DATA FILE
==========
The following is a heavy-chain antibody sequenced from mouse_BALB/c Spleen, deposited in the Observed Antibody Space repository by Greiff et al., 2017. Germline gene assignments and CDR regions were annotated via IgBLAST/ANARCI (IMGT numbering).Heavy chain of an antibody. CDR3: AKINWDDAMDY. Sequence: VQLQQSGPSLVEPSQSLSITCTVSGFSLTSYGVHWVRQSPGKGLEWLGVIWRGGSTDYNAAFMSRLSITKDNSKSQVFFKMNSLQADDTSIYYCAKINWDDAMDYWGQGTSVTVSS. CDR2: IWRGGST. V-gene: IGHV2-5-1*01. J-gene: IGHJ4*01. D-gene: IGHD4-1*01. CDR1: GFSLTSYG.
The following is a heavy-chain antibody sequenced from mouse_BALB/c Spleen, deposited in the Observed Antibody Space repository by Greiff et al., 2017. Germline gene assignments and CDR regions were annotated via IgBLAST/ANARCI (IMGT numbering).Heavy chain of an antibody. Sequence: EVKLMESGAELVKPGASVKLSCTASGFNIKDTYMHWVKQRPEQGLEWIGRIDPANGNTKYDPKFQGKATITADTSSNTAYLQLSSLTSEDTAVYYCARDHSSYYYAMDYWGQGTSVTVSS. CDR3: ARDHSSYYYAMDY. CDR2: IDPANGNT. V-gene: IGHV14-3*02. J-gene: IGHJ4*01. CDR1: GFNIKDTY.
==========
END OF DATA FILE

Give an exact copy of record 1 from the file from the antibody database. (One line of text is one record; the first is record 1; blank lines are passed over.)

The following is a heavy-chain antibody sequenced from mouse_BALB/c Spleen, deposited in the Observed Antibody Space repository by Greiff et al., 2017. Germline gene assignments and CDR regions were annotated via IgBLAST/ANARCI (IMGT numbering).Heavy chain of an antibody. CDR3: AKINWDDAMDY. Sequence: VQLQQSGPSLVEPSQSLSITCTVSGFSLTSYGVHWVRQSPGKGLEWLGVIWRGGSTDYNAAFMSRLSITKDNSKSQVFFKMNSLQADDTSIYYCAKINWDDAMDYWGQGTSVTVSS. CDR2: IWRGGST. V-gene: IGHV2-5-1*01. J-gene: IGHJ4*01. D-gene: IGHD4-1*01. CDR1: GFSLTSYG.